Did you have a mentor at that stage? 

“Many, but none in the way that I truly needed it – no really close voices to guide me, help me through the difficult times or praise me for the good stuff. I think that’s why I’ve been drawn to wanting to provide more of a safe space and sounding board for the women around me now. All that said, I was very lucky to have a network of peers and industry veterans in those early days that provided me with inspiration. To name just a few, Christine Kakaire was the woman who taught me the ropes from day one, now a kick ass journalist, lecturer and part of the Black Artist Database, Monique Rothstein, who taught me you can do anything by starting her own music PR business, Positive Feedback, Lissie Turner, a former Triple J presenter and now yogi, mentor, author and sober hero, Colleen Theis, COO of The Orchard and the queen who believed in me and propelled my early career here in the UK, and my amazing mum, whom I miss every day. Props to single mums everywhere, you are the real heroes.”

Mentorship has clearly been a touchstone of your career. Why is it so important to you? And what lessons have you learned from being a mentor that you could share with us? Are there ways of mentoring someone that are more effective in your experience? Be it the amount of time you give, the regularity of it?  

“To me, mentorship is about connection, kinship, ideas sharing – not just knowledge imparting – honest and difficult conversations and, more than anything, listening. It’s about creating more safe spaces and avenues to develop relationships, especially in an ever-changing working environment. There are many ways to provide mentorship and support to those around you and it is truly a two way street. I’ve often found myself not just inspired by, but taking learnings from those coming up through the industry, not just those who are ‘older and wiser’.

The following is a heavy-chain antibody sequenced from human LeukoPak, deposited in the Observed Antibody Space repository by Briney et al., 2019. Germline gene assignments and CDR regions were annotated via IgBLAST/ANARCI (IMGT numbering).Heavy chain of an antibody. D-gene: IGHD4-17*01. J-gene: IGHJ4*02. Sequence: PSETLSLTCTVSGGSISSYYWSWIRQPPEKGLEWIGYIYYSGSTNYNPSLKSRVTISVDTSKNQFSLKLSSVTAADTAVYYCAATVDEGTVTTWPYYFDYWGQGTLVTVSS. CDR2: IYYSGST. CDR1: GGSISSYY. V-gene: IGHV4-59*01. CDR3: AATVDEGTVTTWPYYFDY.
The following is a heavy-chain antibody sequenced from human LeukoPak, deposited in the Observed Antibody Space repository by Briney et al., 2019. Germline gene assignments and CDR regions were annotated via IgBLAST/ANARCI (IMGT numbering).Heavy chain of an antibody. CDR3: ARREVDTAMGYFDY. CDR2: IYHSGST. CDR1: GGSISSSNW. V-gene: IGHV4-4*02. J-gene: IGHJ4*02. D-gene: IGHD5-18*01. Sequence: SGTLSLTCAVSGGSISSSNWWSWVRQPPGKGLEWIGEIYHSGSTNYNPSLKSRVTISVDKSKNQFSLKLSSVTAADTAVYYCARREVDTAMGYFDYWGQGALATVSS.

“Years of experience does bring knowledge and wisdom that you only get through trial and error, and it’s so important to find space to share that, but for me, it’s also important to acknowledge that we should not discount shared learning from everyone around us, no matter where they are in their career or what role they have. The biggest lessons I’ve learned from both mentors and mentees is to try to be as honest and transparent as possible, and to recognise both my strengths and and weaknesses, [because] those are the things that make you whole, give you integrity and will establish you well in this crazy business – and life.  

“As a mentor, another big lesson for me has been learning to lead by example. Sometimes in this business, things can get busy – extremely busy! – and you can be so focused on work and achieving that you forget to make space, not just for others but for yourself. If nothing else, a mentor can set a strong example through showing balance in their work-life approach. This is also a note to self, I need to be doing more of this at the moment, it’s ok to admit when we need to make improvements!”

I was very lucky to have a network of peers and industry veterans in those early days that provided me with inspiration

Liz Northeast

In 2022 you were part of a panel at IMS talking about the art of negotiating deals for better mental health. Why is that topic so close to your heart? Is enough being done, in your eyes, to take mental health seriously enough in an industry that often prides itself on being on emails 24/7…  

“Personally, I have struggled with depression, anxiety and maintaining mental wellness for most of my adult life, all mixed in with a healthy dose of imposter syndrome – which is sadly all too common for women, in my experience. I feel incredibly grateful to work in the music industry and to be in a role I love, but unfortunately, work and this whole business of music can be a real cause of stress and a trigger for mental health issues. The dangers are all too real and we do need to be doing more, I have seen the devastating impact it can have first-hand, sadly having lost more than one friend and industry colleague to suicide.  

“There is a shift starting though, we are talking more about the issues at hand, we tell each other that it’s okay to not be okay, we are no longer afraid, or at least we shouldn't be, to call in sick when we don’t feel mentally well, so there is a start, but it’s not enough yet. There needs to be a systemic culture shift, work culture should not just be about the free snacks, drinks, summer Fridays, as nice as they are, we need to take it back to basics and really support our people as humans.